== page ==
Life and Old People

Life messes with your head when you’re not getting the stimulation that you expect. To live out the majority of your days repeating what was done 28 of the last 30 days feels like a life only fit for robots. Primitive wiring tells you that you need to do something quick because you might die tomorrow. Unfortunately, life is rarely that exciting. We’ve managed to ensure a high likelihood that we’ll be around longer than we really want to…it’s a cruel trick that we’ve played on ourselves. At least the ones who profit from incontinence underwear have something to smile about.

Who would have seen the day when people are more of a problem than a resource. Up until recent history there was a real issue with not dying and infant mortality. Now we have problems with unwanted pregnancies, people in the prime of their lives who have no real purpose in life, old people who can’t wait to die and people in their 50s who can’t wait for old people to die so that they can get their inheritance. Old people hang on to all of their money until death so that it will ensure their ‘loved ones’ won’t ditch them. I wonder how many adult children witnessed their last parent dying of a heart attack and only pretended to call emergency services. It’s only been 30 minutes mom. Just close your eyes and they will be here soon.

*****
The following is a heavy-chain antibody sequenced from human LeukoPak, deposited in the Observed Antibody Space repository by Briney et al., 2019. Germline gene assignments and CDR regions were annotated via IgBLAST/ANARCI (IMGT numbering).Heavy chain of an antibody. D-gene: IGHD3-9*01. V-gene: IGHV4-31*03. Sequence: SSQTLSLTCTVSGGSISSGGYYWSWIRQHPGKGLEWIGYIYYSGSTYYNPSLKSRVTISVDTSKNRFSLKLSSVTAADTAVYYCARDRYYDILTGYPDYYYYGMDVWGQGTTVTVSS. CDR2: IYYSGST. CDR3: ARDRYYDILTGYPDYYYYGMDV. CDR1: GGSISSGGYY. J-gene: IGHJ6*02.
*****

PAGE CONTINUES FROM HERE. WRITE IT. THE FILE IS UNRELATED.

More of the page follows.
10 comments on “Life and Old People

  1. Mr. Johnsons' Cousin says:

    Your mom would be worried for both you and herself, if she ever read and understood your blog.


  2. vtaluna says:

    My dad used to say, “you can’t take it with you. I’ve never seen a uhaul behind a hearse”, and “I’m gonna die at my debt limit.” He passed in 2005 and didn’t.

    I love seeing people who love life at any age. I want a sip of that KoolAid.


  3. LoL.
    You are one hell of the writter Sire 😉

    Liked by 1 person

  4. It occurs to me that salaried jobs and retirement are relatively new concepts, evolving with the industrial age and assembly-line labor. Before that, there was no set age for retirement, and old people were appreciated for their varied skills and experience (presumably).

    Our society has fallen into the rigidity of too much structure. It stifles creativity and initiative, such that people are compartmentalized by age, credentials, or other superficial attributes that hide strengths and unique talents.

    Liked by 1 person

    • MrJohnson says:

      Yeah, I guess retirement really only came about when life expectancy kept rising. An old person didn’t even live to be that old during that time. During a time with no internet and less advanced technology, old people must have been much more appreciated.

      Creativity is largely smushed in grade school when they tell kids what they should be doing and thinking. When you don’t fit the mold you get told you’re going to be nothing and that idea can follow the kid into adulthood. For future generations I think schools will lean towards working with the strengths and unique talents of kids rather than pushing them all in one direction.

      Liked by 1 person

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